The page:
A company pays Corporation Tax on its profits (the rate is currently 19% with a planned rise to 25% in April 2023 on profits over £250,000). It can then choose to retain these profits in the business or to pay them out to shareholders as a dividend on which Income Tax is paid (the current top rate is 39.35%). The combined corporation and dividend tax rate on profits paid to additional rate taxpayers (individuals with an income over £150,000) works out to be around 51% (and will rise to around 55% once the Corporation Tax rate increases).

An LLP must apportion its profits among its partners and it will then be the responsibility of each individual partner to pay Income Tax on his/her share of the profits. If the partner has income over £150,000 they will pay Income Tax at a rate of 45% and National Insurance at a rate of 3.25% meaning a combined tax rate of 48.25%.

The exact tax rates depend on the circumstances and level of income of the individual and the business but in general profits in LLPs and companies are roughly subject to the same tax rates, although we do not know what changes to tax rates may occur in the future.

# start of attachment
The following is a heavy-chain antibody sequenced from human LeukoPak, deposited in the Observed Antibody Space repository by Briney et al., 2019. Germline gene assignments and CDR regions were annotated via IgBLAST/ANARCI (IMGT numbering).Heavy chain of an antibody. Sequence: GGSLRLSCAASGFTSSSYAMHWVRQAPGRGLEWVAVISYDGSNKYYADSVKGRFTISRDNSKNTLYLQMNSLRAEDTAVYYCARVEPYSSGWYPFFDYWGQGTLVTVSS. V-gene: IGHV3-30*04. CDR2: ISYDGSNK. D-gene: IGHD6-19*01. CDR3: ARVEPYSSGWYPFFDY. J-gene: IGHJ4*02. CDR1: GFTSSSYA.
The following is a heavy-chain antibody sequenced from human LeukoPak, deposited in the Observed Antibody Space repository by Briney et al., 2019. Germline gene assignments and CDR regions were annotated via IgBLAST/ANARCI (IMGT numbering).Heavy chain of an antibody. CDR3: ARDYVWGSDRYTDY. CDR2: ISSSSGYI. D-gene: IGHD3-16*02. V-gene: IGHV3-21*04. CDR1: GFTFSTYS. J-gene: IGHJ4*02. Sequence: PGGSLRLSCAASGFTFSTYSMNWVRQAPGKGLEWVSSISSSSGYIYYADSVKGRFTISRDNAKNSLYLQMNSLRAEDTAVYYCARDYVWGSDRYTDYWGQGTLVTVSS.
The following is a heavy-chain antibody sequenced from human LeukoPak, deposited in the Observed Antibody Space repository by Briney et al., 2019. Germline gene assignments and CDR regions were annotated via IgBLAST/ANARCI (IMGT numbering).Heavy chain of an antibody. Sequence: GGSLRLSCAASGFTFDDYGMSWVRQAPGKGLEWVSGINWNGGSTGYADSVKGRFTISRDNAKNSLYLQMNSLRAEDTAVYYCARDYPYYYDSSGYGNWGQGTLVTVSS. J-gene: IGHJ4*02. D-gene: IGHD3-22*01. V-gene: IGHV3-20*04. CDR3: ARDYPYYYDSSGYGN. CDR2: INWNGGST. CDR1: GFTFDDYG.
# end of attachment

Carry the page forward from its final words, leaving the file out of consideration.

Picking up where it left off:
Companies may benefit from a timing difference in that tax is only payable on dividends once they are paid. Therefore, if a company wishes to retain its profits and use them to fund growth of the business, it need only pay Corporation Tax. Income Tax must be paid on all profits attributable to partners in an LLP, regardless of whether or not those profits have been paid over to them.

Other issues

An advantage of LLPs is that they are more flexible than companies when it comes to sharing profits and admitting new members. When a company distributes profits, it must distribute these to its shareholders in the same proportion as their shareholdings.